oscillation

Neutrinos are weird. Scientists didn’t expect them to change type as they travel, but they do! So how do we study this weird phenomenon of neutrino oscillation? On this episode, neutrino physicist Kirsty Duffy and special guest Anne Norrick will explore how to build a long-distance neutrino experiment.

A woman with long brown hair holds three tricolor beach balls. To the left of her text that reads "neutrino oscillation."

Things get weird at the smallest scales — just take a look at the way neutrinos behave as they travel. In this episode, we’ll explore the phenomenon of neutrino oscillation through something a bit easier to grasp: beach balls. Join neutrino physicist Kirsty Duffy for some delightful quantum chaos.

A woman with a black shirt looks concerned and holds a banana in one hand. To the right of her, an illustration of a sun-like object that says "The Solar Neutrino Problem" in the middle of it. An illustration of three bananas is in the right-hand corner. Different flavors of neutrinos appear to come out of the sun-like object. Two electron neutrinos are in dark brown, other neutrinos are light in shade.

Throw on your shades: Today on #EvenBananas, we’re looking at particles from the sun — and how trillions of them went missing. Join Fermilab scientist Kirsty Duffy to explore how an experiment using 100,000 gallons of dry cleaning fluid a mile underground led to one of the biggest mysteries in particle physics: the solar neutrino problem.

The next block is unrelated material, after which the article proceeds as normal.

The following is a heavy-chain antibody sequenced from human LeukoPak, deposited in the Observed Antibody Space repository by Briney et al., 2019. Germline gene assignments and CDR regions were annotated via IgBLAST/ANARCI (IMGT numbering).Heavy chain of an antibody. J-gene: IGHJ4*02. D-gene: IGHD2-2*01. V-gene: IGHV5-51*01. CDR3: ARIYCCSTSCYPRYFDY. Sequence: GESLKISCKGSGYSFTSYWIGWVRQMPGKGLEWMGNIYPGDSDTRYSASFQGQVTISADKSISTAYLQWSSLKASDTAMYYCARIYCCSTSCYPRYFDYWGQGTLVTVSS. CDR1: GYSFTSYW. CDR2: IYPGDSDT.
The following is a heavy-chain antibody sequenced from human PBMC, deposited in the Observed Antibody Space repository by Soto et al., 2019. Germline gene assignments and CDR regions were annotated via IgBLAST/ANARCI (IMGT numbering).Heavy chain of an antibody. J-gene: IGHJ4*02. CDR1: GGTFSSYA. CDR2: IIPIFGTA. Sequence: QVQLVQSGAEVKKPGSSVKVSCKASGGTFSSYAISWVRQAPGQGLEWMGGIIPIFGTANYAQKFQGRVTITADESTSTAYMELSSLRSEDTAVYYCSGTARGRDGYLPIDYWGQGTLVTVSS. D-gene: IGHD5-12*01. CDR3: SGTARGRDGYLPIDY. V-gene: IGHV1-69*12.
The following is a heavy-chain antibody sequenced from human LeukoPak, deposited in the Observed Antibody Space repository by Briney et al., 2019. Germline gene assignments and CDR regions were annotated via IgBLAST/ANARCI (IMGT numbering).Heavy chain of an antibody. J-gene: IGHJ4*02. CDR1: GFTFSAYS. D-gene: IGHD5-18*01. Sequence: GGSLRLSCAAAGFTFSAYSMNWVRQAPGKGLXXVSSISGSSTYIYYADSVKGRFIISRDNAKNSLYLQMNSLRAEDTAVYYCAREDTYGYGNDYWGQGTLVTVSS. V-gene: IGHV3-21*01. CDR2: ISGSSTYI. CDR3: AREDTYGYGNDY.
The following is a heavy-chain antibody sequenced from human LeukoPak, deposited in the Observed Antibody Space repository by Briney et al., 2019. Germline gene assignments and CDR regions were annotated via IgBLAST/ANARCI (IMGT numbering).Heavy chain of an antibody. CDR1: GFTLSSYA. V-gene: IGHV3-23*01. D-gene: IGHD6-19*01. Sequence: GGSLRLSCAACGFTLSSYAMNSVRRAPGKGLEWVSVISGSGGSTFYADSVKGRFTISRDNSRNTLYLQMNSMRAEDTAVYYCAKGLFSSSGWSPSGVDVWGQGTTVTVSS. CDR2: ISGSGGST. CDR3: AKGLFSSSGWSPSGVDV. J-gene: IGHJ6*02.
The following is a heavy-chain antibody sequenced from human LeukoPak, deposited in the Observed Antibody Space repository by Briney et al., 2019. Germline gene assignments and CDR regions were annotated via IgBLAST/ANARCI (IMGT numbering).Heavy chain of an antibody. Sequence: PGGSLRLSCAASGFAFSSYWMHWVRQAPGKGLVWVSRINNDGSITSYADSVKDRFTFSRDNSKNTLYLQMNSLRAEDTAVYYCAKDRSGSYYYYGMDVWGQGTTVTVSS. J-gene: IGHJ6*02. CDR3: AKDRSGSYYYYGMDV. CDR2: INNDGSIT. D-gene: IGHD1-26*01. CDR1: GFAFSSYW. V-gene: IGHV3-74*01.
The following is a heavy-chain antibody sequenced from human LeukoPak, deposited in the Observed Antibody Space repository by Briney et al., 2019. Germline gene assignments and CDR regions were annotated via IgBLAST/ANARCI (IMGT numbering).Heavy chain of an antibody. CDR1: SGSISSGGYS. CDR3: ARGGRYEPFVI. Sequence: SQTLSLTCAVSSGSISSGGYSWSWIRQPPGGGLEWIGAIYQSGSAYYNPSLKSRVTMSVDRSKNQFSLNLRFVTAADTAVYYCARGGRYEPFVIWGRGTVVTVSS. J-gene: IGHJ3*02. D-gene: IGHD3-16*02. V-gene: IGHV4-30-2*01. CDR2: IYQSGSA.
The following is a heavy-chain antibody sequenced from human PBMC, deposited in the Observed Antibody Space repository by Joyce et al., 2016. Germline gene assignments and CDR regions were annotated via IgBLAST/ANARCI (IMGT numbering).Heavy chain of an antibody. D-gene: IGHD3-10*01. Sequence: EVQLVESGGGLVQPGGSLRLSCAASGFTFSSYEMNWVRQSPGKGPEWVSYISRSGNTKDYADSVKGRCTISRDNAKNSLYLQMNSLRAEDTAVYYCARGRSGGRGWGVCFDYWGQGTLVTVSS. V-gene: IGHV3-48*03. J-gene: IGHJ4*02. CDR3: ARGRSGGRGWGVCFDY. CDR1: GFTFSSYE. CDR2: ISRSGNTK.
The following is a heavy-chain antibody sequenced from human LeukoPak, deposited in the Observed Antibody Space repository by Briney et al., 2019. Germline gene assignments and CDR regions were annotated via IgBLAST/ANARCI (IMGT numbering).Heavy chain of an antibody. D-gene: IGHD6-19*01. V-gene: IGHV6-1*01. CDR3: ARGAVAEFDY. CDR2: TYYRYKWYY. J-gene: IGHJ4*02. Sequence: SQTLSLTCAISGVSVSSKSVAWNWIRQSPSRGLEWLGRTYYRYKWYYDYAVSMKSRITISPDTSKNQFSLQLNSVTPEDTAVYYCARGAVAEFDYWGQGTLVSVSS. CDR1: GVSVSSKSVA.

NOvA scientists have seen evidence that one of the three neutrino mass states might not include equal parts of muon and tau flavor, as previously thought. Scientists refer to this as “nonmaximal mixing,” and NOvA’s result is the first hint that this may be the case for the third mass state.

NOvA announces its first cross section measurement, the probability than an electron neutrino interacts with the protons and neutrons inside the NOvA near detector. The measurement draws on the largest data set in the electron neutrino energy region from 1 GeV to 3 GeV.

NOvA takes a first measurement of disappearances of muon type neutrinos as they oscillate away. Where NOvA would expect to see 201 muon neutrinos if there were no oscillations, they actually see only 33 — clear evidence of oscillations.